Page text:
Remember The Time

To some, he’s the centre of their lives; their religion. To others, he was simply a man whose persona history has embellished. He came to Earth, to teach us the ways of love and peace – we can all quote a parable or two about turning the other cheek or showing kindness to others.

He had a brotherhood of disciples, but I bet you can’t name them all. He’s probably one of the most recognised men in the whole world, even people in far away lands would know his face or his name. Some picture him as a white man, although historical accuracy would dictate that his skin was much darker.

He eventually left us and ascended to heaven, although of course people claim to see him all the time. Some say he visits them personally, others just see his face in a piece of toast or whatever.

Of course, I’m talking about Michael Jackson.


Sorry, I couldn’t resist.

Say what you will about Jackson (except that – and you know what I mean) the man was a cultural icon that touched us all (NO).

Our parents probably remember him a bit differently. Like a butterfly, Michael went through several distinct phases of maturity and metamorphosis. I’m too young to remember the Jackson Five, although of course I know their songs – I’m a great lover of Motown.

The other boys watch as their careers fly off into the distance.

The other boys watch as their careers fly off into the distance.

In fact, I know a great many more Motown songs than I do Michael Jackson. Only the big hits, really. And to be honest I never understood a bloody word he said. But he was always so damn enthusiastic with his incoherent splutterings you just couldn’t help but be swept up in it. In the eighties and nineties, a lot of his songs had very overt, positive themes.

It was a very patronising time, really. We had the Turtles telling us not to do drugs. We had Rod, Jane & Freddy tellling us to say ‘no’ to strangers (regardless of how many sweets they had in their van). And we had Jacko telling us to end racism and write to Gorbachev asking him nicely to end the Cold War.

"We will bury you" "Please buy Tetris"

“We will bury you. Oh, please buy Tetris, you capitalist dogs.”

I know I was only a little ‘un at the time, but take it from me, I knew what the Cold War was. I knew we were one Rocky movie away from fifty tonnes of atom bomb dropping on our heads. My mum made me watch a PSA-style cartoon about surviving the nuclear holocaust. It scared the shit out of me.

Anyway, I think anybody born in the 70s or 80s has at least a couple Michael Jackson songs etched permanently into their brain. My favourites are Beat It, Black or White and Man in the Mirror. Others like Billie Jean and Smooth Criminal are nice, but don’t come with the heavy-handed moral that I was accustomed to being fed by the likes of He-Man.

I was aware that Michael Jackson was going to be in a movie, Moonwalker. I often got it confused with Moonraker at the time, although the Bond film is only slightly less stupid. I didn’t get around to seeing it until recently (well, ten years ago), but more on that in a bit.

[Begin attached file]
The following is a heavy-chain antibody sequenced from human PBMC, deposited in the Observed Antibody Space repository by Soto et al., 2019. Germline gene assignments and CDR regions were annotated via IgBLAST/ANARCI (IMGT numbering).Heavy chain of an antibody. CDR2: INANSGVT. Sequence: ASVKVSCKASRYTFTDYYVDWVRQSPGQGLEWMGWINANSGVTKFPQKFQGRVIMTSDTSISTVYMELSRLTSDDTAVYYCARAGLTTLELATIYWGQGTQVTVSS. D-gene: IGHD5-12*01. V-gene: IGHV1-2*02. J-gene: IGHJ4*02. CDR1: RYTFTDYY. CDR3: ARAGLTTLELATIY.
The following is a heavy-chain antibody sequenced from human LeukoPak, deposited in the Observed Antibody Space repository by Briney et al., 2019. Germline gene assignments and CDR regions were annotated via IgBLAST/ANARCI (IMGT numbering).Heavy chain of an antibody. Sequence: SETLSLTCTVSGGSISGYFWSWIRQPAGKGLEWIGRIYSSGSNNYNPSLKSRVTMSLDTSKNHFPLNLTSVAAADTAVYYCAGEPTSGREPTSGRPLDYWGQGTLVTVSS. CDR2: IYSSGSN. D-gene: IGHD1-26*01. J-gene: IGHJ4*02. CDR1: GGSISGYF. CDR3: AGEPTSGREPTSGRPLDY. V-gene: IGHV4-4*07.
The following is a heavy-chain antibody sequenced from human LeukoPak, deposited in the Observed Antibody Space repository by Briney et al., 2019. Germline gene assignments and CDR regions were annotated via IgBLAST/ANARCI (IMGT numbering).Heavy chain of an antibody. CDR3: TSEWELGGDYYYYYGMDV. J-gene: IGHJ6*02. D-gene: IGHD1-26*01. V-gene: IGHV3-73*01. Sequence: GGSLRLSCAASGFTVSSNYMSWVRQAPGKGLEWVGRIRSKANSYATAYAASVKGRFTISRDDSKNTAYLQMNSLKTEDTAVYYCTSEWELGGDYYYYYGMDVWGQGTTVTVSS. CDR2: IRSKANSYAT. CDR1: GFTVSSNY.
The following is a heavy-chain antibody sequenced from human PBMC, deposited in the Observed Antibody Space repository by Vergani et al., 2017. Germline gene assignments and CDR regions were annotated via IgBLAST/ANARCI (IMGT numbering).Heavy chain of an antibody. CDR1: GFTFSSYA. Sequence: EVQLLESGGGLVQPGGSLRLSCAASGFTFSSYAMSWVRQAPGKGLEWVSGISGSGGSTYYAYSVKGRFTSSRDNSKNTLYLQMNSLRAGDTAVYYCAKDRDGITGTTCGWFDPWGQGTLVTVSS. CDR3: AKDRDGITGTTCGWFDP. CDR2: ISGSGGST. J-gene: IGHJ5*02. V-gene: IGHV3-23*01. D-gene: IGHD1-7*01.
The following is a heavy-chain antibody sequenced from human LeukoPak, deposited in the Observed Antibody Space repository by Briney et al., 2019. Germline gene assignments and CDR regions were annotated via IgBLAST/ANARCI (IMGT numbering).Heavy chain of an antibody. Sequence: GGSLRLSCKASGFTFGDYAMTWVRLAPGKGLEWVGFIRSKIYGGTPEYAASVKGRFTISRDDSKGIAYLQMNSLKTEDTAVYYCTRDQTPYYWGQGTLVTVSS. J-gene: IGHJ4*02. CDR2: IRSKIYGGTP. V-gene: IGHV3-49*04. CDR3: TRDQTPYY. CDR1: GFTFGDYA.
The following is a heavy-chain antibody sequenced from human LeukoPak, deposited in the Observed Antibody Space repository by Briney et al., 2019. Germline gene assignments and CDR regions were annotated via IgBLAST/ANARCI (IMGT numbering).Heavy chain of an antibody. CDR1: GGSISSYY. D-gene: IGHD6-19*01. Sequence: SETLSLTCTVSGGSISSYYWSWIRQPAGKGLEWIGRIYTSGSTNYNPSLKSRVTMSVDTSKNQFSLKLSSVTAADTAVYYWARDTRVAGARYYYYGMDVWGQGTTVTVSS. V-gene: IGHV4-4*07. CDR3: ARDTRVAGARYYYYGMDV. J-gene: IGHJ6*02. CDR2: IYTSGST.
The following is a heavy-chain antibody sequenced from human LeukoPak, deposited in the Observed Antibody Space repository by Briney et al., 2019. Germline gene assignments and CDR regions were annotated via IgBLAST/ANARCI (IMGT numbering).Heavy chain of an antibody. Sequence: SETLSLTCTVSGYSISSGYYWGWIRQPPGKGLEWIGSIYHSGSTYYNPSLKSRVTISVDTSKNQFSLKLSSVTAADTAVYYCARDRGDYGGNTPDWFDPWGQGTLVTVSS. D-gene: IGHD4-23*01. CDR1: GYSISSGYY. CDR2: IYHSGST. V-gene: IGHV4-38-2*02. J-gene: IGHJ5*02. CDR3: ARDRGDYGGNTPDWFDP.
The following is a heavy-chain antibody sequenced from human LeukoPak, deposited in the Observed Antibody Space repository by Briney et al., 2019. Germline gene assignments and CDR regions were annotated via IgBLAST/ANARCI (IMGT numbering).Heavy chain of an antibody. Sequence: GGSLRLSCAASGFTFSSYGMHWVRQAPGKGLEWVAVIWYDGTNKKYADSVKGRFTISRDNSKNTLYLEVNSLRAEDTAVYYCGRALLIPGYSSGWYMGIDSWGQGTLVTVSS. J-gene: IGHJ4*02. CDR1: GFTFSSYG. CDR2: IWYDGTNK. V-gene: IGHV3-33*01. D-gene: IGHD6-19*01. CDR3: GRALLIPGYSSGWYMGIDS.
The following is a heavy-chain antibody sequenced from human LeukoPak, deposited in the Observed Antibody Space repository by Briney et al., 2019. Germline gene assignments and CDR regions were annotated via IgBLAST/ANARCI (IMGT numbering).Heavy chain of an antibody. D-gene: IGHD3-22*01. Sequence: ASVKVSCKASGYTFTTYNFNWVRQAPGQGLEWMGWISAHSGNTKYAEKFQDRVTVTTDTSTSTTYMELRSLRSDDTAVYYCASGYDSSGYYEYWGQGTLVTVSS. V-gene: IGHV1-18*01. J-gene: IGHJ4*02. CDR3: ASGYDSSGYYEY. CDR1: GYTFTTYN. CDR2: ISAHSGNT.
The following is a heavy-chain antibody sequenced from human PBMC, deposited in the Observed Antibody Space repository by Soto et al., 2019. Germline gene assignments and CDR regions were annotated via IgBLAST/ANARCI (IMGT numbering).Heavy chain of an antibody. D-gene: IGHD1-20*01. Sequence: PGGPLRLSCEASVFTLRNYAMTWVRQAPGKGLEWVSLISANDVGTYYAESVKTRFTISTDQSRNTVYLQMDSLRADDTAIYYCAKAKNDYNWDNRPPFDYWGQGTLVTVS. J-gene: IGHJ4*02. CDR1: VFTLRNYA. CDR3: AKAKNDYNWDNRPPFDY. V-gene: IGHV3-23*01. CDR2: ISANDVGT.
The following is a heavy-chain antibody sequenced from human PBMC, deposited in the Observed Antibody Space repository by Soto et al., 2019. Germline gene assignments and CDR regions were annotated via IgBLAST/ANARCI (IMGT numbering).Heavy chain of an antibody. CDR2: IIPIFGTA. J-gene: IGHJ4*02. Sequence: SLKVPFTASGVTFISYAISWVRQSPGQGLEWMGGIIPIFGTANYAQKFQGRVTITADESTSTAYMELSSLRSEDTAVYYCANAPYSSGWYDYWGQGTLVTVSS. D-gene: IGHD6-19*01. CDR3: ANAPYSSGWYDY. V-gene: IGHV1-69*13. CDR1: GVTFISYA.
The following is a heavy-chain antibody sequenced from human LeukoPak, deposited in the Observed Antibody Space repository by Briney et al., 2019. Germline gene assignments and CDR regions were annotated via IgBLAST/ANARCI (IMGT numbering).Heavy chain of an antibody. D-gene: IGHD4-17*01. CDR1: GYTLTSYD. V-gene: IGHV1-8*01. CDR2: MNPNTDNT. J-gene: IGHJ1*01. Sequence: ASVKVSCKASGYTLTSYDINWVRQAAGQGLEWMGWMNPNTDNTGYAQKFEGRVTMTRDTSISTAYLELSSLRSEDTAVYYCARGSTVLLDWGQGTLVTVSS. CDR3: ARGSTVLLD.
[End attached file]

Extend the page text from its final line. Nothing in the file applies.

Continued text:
I did get around to playing the game, though! It was quite a big deal. Michael had a thing for Sega, there were always pictures of him playing a Megadrive or whatever in the magazines, and there were rumours that he had something to do with the music in Sonic.


Moonwalker hit the Megadrive and Master System in 1990 and had you playing as Michael and rescuing bound and gagged children (stop it!) from criminals. It was pretty playable, but repetitive.  The best bit was doing the special attack and having all the goons dance along with you. Oh, and you could turn into a killer robot and blow people away.


Michael Jackson’s Moonwalker

I’ve never done drugs. Nor have I ever gone back in time. Watching this film, however, is an experience that can only be duplicated by doing these things in tandem.

It’s mostly bits and pieces from music videos. Some of these are mundane, like Dirty Diana. Others are an acid trip through hell, like Leave Me Alone. There’s also a loose narrative that seems to have Jackson being hounded by Joe Pesci and his machine gun-toting thugs. Oh yeah, and Michael is a Transformer now – he turns into a Lancia Stratos and burns rubber to a thirties speakeasy where he’s arranged to meet some children. He goes inside and has a bit of a dance while his child accomplices are left alone outside to watch and get kidnapped.
Jackson goes nuts with a tommy gun and moonwalks outside to track down the drug lord that took the kids. You can tell Pesci is your typical dealer because he has his own personal army of stormtroopers and a secret base. His plan is to inject kids with The Drugs in order to turn them into addicts. What a buffoon – any drug lord knows that the under-12 demographic lack the disposable income to afford heroin!

Anyway, it all goes tits up for him because Michael turns into an even bigger Transformer, complete with an arsenal of weapons, and blows the place to shit. He transforms one last time into a spaceship and goes up and away into the inky blackness of space from whence he came.

Only marginally more terrifying than the real thing.

Only marginally more terrifying than the real thing.

~ FIN ~

Well, that just about sums it up. I’m not a Jackson fan, really, but he just was too big a deal to ignore. He was a bit weird, but damn he could dance! And I think we need more people like him; he used his fame to try and change the world for the better, and I hope that he really believed what he was singing about.

So remember to beat it if someone challenges you to a knife fight, remember that it doesn’t matter if you’re black or white, and you can heal the world if you start with the man in the mirror!


“All the goons”


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